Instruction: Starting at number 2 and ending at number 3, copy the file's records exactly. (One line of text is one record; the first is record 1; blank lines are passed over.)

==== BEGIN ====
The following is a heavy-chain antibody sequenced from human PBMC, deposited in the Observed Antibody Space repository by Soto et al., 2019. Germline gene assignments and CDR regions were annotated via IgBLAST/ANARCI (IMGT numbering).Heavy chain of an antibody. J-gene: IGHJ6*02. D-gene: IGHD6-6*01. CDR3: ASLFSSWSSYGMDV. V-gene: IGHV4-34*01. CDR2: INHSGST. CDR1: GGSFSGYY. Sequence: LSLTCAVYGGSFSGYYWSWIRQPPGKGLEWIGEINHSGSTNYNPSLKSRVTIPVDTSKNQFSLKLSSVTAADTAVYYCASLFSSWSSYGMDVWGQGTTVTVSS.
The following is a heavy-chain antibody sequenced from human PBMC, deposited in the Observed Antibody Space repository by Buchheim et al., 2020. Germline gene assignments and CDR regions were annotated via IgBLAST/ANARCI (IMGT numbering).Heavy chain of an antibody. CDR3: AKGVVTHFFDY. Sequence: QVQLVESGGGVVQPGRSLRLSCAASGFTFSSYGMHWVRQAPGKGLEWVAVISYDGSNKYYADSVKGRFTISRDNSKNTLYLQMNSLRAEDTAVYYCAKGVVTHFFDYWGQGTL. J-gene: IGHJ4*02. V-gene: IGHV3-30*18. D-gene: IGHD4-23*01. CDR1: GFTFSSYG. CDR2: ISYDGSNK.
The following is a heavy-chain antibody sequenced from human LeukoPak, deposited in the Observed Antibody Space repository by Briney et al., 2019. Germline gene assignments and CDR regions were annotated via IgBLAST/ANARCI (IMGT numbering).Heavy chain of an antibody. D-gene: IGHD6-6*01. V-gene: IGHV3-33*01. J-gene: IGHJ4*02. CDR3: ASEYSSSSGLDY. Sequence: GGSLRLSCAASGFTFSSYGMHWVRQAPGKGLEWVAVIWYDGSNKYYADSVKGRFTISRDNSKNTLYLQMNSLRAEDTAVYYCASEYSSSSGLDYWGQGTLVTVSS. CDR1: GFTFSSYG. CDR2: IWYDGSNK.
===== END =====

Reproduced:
The following is a heavy-chain antibody sequenced from human PBMC, deposited in the Observed Antibody Space repository by Buchheim et al., 2020. Germline gene assignments and CDR regions were annotated via IgBLAST/ANARCI (IMGT numbering).Heavy chain of an antibody. CDR3: AKGVVTHFFDY. Sequence: QVQLVESGGGVVQPGRSLRLSCAASGFTFSSYGMHWVRQAPGKGLEWVAVISYDGSNKYYADSVKGRFTISRDNSKNTLYLQMNSLRAEDTAVYYCAKGVVTHFFDYWGQGTL. J-gene: IGHJ4*02. V-gene: IGHV3-30*18. D-gene: IGHD4-23*01. CDR1: GFTFSSYG. CDR2: ISYDGSNK.
The following is a heavy-chain antibody sequenced from human LeukoPak, deposited in the Observed Antibody Space repository by Briney et al., 2019. Germline gene assignments and CDR regions were annotated via IgBLAST/ANARCI (IMGT numbering).Heavy chain of an antibody. D-gene: IGHD6-6*01. V-gene: IGHV3-33*01. J-gene: IGHJ4*02. CDR3: ASEYSSSSGLDY. Sequence: GGSLRLSCAASGFTFSSYGMHWVRQAPGKGLEWVAVIWYDGSNKYYADSVKGRFTISRDNSKNTLYLQMNSLRAEDTAVYYCASEYSSSSGLDYWGQGTLVTVSS. CDR1: GFTFSSYG. CDR2: IWYDGSNK.